By Melissa Kaffen, San Juan Capistrano
Given that we are experiencing a record statewide drought, our City Council majority’s decision to “go it alone” and build the Groundwater Recovery Plant appears positively clairvoyant, until you take a closer look.
According to Felicia Marcus, chairwoman of the state Water Resources Control Board, “We need to conserve what little we have to use later in the year, or even in future years.”
What the government agencies, including our council majority (Sam Allevato, Larry Kramer and John Taylor) failed to consider is the following alarm raised by water experts like Heather Cooley, co-director of the water program for the Pacific Institute, a water policy think tank in Oakland.
“The challenge is that in the last drought, we drew down groundwater resources and never allowed them to recover,” Cooley said. “We’re seeing long term, ongoing declining groundwater (aquifers) levels, and that’s a major problem.”
Aquifers are natural underground reservoirs that play an important role in regulating the osmotic pressure of the arable land mass, especially in coastal areas. Long-term depletion of ground water can cause both the size and storage capacity of these underground reservoirs to permanently shrink, which further complicates the problem of salt water intrusion from lowered osmotic pressure in the coast land masses—In other words, the ultimate definition of a costly vicious cycle.
Our current water crisis should come as no surprise to anyone who has ever driven the 241 toll road, one of the most beautiful drives through some very ancient and arid topography. San Juan residents are ahead of the learning curve in experiencing firsthand the costly effects of living in an arid part of the most agriculturally productive and populous state in America.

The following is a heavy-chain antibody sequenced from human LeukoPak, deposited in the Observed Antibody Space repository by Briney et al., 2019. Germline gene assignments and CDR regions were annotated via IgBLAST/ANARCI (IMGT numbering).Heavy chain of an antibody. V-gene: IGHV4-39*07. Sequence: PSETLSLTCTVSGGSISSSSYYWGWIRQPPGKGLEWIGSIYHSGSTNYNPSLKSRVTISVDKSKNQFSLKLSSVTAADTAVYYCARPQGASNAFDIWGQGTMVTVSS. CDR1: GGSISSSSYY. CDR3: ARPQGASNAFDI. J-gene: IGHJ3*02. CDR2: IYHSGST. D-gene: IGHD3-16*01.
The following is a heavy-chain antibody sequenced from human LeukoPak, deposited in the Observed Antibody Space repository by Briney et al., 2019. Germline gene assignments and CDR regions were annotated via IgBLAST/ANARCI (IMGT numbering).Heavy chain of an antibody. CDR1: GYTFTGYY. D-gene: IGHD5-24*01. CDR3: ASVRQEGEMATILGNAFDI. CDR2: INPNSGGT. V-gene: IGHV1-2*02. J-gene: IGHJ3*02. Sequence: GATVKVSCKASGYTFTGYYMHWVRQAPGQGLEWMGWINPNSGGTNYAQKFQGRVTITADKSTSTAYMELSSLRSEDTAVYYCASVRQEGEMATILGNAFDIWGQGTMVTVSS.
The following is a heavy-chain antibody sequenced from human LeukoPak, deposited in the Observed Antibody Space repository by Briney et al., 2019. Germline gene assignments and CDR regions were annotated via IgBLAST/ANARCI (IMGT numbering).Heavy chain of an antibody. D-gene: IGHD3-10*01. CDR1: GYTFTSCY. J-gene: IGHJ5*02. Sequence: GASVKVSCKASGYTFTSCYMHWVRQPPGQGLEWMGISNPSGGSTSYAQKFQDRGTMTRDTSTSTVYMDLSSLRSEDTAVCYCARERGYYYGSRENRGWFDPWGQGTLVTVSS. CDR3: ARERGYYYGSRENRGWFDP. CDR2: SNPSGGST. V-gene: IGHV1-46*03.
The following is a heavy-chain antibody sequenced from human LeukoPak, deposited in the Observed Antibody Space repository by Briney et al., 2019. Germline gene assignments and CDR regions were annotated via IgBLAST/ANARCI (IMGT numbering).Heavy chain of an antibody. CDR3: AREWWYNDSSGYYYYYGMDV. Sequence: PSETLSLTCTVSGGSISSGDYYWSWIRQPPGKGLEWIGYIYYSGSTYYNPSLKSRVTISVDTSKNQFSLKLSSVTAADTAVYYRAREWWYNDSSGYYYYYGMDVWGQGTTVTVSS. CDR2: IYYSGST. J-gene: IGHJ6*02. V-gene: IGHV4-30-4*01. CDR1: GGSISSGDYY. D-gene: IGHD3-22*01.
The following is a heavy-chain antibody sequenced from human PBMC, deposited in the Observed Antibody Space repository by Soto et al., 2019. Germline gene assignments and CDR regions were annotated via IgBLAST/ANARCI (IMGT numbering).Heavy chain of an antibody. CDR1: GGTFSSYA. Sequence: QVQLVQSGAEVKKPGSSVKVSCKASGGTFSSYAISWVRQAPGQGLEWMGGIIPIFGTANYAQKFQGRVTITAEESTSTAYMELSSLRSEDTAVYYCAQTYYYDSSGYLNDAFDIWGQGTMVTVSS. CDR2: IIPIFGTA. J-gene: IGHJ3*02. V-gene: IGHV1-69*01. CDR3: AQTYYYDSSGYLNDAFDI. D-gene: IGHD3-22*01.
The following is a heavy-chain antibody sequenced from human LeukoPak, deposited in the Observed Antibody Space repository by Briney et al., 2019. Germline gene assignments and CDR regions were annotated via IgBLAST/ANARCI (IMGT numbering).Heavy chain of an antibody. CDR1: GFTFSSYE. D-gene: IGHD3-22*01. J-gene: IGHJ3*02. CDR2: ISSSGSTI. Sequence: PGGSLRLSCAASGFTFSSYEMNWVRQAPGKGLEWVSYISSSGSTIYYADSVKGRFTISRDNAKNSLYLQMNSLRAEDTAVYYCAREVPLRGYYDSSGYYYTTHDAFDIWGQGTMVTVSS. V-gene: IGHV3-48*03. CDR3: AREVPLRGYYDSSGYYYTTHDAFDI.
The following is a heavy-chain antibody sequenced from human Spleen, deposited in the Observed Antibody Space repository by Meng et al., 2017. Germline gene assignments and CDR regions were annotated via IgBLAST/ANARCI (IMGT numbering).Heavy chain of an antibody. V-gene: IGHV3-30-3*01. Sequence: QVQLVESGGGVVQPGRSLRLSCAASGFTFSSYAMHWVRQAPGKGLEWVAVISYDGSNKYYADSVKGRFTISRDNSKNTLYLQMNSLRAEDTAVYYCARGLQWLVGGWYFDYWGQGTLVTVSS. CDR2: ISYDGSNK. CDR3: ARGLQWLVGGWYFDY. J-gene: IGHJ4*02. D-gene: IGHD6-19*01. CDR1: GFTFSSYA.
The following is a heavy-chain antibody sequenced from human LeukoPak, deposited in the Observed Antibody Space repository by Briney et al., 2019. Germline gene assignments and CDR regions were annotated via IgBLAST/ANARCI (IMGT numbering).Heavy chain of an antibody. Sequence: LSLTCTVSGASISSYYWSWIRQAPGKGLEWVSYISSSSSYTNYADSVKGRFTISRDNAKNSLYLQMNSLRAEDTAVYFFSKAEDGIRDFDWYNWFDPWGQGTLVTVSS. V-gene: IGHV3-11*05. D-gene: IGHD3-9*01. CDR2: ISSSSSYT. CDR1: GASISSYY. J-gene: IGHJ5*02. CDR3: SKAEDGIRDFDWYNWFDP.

As Southern California’s population grows, it becomes increasingly difficult to reconcile the water needs of homeowners with those of farmers. It now appears that the exorbitant cost of water in our village will do what no elected official has ever had the courage or brains to do: limit population growth and news household demand for water by limiting massive, unsustainable future land development projects.
How long will it before we in San Juan pay triple the price to use 75 percent less water because our council majority chose to “go it alone,” paying all the build, maintenance and repair costs of a chronically malfunctioning groundwater plant—that just so happens to also help mitigate the water demands of the next massive new home project to our east?
Watch what happens to property values when people find out they can’t afford to take a bath in San Juan due to the spiraling costs of a faulty and perhaps unsustainable local groundwater recovery plant.